The InputFileGenerator.exe binary takes three arguments:
-name <Kernel>
-file <output file location>
-size <n>

The size parameter is the most difficult to get right as often a good input set needs more specification than just size. For this reason we allow the InputFileGenerator.exe to take custom inputs for each given kernel, however it must have "reasonable" defaults in the event that only the name, file, and size parameters are given on the command line.

Both the InputFileGeneratorCreateInput.bat and ParallelInputFileGeneratorCreateInput.bat files should be updated to reflect the addition of a kernel.

Input file placement

The input files should be placed in $(DwarfDir)\Bin\Dwarf.<Kernel>\Input\.

To take advantage of filtering in exec-dwarfs, the input files should be named consistently with the other input files. The intent was to have the various small, medium, and large input files result in computation that are roughly the same amount of time for each kernel using the same parallelism -- meaning that smallcontent.txt for the C# branch and bound dwarf running serially should take roughly the same amount of time as the smallcontent.txt input file for the Dynamic Programming dwarf running the C# kernel serially. Of course this is a hard problem and machines are always changing so a more approximate guideline of 1-2 seconds for small, 8-15 seconds for medium and 1-2 minutes for large has been used. For general studies much larger and more carefully characterized input files are probably desirable.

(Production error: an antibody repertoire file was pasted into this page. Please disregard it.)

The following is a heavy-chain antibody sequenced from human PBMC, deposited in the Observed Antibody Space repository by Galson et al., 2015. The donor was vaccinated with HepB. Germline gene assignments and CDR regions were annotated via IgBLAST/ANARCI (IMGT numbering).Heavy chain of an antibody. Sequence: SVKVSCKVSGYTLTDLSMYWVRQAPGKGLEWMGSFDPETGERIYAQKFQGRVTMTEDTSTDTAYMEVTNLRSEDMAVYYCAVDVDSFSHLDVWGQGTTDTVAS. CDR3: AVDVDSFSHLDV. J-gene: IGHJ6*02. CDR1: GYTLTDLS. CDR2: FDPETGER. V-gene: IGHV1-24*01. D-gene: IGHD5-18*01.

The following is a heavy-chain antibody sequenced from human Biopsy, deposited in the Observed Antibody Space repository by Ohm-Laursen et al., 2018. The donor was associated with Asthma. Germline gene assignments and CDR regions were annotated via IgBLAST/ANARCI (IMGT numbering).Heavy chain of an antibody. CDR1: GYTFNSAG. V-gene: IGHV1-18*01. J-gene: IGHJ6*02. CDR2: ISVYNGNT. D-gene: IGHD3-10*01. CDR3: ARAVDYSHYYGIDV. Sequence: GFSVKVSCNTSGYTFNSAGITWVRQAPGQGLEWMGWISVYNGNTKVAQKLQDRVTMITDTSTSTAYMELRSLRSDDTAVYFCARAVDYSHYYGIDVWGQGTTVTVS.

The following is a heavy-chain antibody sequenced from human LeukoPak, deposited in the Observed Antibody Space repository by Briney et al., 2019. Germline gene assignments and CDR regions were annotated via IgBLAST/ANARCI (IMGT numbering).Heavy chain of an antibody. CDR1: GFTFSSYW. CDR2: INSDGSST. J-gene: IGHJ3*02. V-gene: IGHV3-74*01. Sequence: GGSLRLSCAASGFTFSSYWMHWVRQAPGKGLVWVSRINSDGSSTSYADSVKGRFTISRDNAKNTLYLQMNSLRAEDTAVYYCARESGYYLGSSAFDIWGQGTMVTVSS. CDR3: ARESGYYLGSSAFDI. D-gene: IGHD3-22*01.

Output file placement

The kernels will place output files in $(DwarfDir)\Bin\Dwarf.<Kernel>\Output\ and in $(DwarfDir)\Bin\Dwarf.<Kernel>\Traces. Computational output is placed in the Output directory and is dependent upon the dwarf. Timing information is placed in the Traces file and should adhere to the following format:

#Dwarfname:Dense Linear Algebra, unmanaged serial kernel.
#Time: 04/16/10 10:38:12
#Dimensions: 2
#Matrix Size: 229
#Result time (sec): 0.01570927
#eof

Most important are the #Dwarfname: and #Result time (sec): lines as these are parsed by exec-dwarfs and used in plotting timeing in Excel. The #eof line must also be present.

Some useful scripts

There are a number of useful scripts that are placed in $(DwarfDir)\Bin\Scripts and $(DwarfDir)\Bin\Scripts\Lib. These include scripts to compare output of dwarfs for consistency and to run dwarfs locally and on a Windows HPC 2008 cluster.

Use code analysis

All of the projects have the goal of being FxCop clean and /Analyze clean with all rules enabled. Also, we turn the compiler warnings up all the way. You will find that this is a goal we are still working on, but it is better to start with this in mind.

Last edited Apr 16, 2010 at 7:35 PM by RobertPalmer, version 3